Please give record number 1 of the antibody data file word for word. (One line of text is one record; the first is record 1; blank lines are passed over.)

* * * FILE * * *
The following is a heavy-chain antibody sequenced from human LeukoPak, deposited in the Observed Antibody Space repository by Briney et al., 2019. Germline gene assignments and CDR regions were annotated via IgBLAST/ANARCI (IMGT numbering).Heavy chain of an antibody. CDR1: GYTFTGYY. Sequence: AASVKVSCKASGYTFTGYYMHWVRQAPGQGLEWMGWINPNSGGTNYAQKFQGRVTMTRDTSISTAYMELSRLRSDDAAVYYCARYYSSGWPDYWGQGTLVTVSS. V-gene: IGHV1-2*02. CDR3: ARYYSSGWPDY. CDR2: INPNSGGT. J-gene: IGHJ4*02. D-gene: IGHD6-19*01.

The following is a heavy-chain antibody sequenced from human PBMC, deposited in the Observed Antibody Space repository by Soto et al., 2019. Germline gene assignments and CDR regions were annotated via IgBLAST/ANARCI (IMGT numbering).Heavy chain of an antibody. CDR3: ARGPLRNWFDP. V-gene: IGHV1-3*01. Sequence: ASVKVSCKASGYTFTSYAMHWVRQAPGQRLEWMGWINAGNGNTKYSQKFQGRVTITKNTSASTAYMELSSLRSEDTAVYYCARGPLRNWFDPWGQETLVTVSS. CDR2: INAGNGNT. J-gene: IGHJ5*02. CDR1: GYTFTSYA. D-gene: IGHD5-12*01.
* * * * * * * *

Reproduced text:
The following is a heavy-chain antibody sequenced from human LeukoPak, deposited in the Observed Antibody Space repository by Briney et al., 2019. Germline gene assignments and CDR regions were annotated via IgBLAST/ANARCI (IMGT numbering).Heavy chain of an antibody. CDR1: GYTFTGYY. Sequence: AASVKVSCKASGYTFTGYYMHWVRQAPGQGLEWMGWINPNSGGTNYAQKFQGRVTMTRDTSISTAYMELSRLRSDDAAVYYCARYYSSGWPDYWGQGTLVTVSS. V-gene: IGHV1-2*02. CDR3: ARYYSSGWPDY. CDR2: INPNSGGT. J-gene: IGHJ4*02. D-gene: IGHD6-19*01.